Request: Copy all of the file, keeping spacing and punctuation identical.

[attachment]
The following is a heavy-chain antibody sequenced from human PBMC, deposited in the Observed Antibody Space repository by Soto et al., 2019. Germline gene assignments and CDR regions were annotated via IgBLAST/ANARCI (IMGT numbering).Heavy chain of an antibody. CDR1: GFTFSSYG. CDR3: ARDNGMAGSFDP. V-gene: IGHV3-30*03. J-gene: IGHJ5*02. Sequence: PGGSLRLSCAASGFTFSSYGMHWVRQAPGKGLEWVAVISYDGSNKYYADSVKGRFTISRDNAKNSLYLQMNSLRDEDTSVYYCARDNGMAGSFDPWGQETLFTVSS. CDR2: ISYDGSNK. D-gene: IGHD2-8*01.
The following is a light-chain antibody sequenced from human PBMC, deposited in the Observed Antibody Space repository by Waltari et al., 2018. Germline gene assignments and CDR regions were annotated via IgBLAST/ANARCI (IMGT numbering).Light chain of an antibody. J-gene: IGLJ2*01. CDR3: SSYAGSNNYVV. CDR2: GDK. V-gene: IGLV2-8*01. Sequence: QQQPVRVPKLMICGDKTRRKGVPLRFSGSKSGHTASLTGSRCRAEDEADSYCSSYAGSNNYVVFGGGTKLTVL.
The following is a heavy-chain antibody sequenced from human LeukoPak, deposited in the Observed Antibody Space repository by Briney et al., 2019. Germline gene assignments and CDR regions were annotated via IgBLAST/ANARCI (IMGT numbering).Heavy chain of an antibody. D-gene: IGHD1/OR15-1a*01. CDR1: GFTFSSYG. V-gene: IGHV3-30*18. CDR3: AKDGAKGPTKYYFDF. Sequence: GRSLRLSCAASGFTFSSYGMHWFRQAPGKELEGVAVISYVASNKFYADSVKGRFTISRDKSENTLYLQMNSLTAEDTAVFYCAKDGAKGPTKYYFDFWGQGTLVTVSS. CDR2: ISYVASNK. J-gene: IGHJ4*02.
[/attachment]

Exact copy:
The following is a heavy-chain antibody sequenced from human PBMC, deposited in the Observed Antibody Space repository by Soto et al., 2019. Germline gene assignments and CDR regions were annotated via IgBLAST/ANARCI (IMGT numbering).Heavy chain of an antibody. CDR1: GFTFSSYG. CDR3: ARDNGMAGSFDP. V-gene: IGHV3-30*03. J-gene: IGHJ5*02. Sequence: PGGSLRLSCAASGFTFSSYGMHWVRQAPGKGLEWVAVISYDGSNKYYADSVKGRFTISRDNAKNSLYLQMNSLRDEDTSVYYCARDNGMAGSFDPWGQETLFTVSS. CDR2: ISYDGSNK. D-gene: IGHD2-8*01.
The following is a light-chain antibody sequenced from human PBMC, deposited in the Observed Antibody Space repository by Waltari et al., 2018. Germline gene assignments and CDR regions were annotated via IgBLAST/ANARCI (IMGT numbering).Light chain of an antibody. J-gene: IGLJ2*01. CDR3: SSYAGSNNYVV. CDR2: GDK. V-gene: IGLV2-8*01. Sequence: QQQPVRVPKLMICGDKTRRKGVPLRFSGSKSGHTASLTGSRCRAEDEADSYCSSYAGSNNYVVFGGGTKLTVL.
The following is a heavy-chain antibody sequenced from human LeukoPak, deposited in the Observed Antibody Space repository by Briney et al., 2019. Germline gene assignments and CDR regions were annotated via IgBLAST/ANARCI (IMGT numbering).Heavy chain of an antibody. D-gene: IGHD1/OR15-1a*01. CDR1: GFTFSSYG. V-gene: IGHV3-30*18. CDR3: AKDGAKGPTKYYFDF. Sequence: GRSLRLSCAASGFTFSSYGMHWFRQAPGKELEGVAVISYVASNKFYADSVKGRFTISRDKSENTLYLQMNSLTAEDTAVFYCAKDGAKGPTKYYFDFWGQGTLVTVSS. CDR2: ISYVASNK. J-gene: IGHJ4*02.